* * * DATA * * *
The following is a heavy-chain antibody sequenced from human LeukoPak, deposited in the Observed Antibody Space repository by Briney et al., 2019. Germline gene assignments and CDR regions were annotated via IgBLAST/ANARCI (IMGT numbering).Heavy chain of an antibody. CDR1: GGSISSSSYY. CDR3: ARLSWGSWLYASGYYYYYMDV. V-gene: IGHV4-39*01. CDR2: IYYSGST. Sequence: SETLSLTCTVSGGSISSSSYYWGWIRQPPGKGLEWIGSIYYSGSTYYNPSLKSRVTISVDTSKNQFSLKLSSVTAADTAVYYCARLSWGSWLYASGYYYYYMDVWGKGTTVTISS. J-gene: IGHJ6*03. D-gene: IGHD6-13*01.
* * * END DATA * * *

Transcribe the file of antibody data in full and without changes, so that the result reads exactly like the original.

The following is a heavy-chain antibody sequenced from human LeukoPak, deposited in the Observed Antibody Space repository by Briney et al., 2019. Germline gene assignments and CDR regions were annotated via IgBLAST/ANARCI (IMGT numbering).Heavy chain of an antibody. CDR1: GGSISSSSYY. CDR3: ARLSWGSWLYASGYYYYYMDV. V-gene: IGHV4-39*01. CDR2: IYYSGST. Sequence: SETLSLTCTVSGGSISSSSYYWGWIRQPPGKGLEWIGSIYYSGSTYYNPSLKSRVTISVDTSKNQFSLKLSSVTAADTAVYYCARLSWGSWLYASGYYYYYMDVWGKGTTVTISS. J-gene: IGHJ6*03. D-gene: IGHD6-13*01.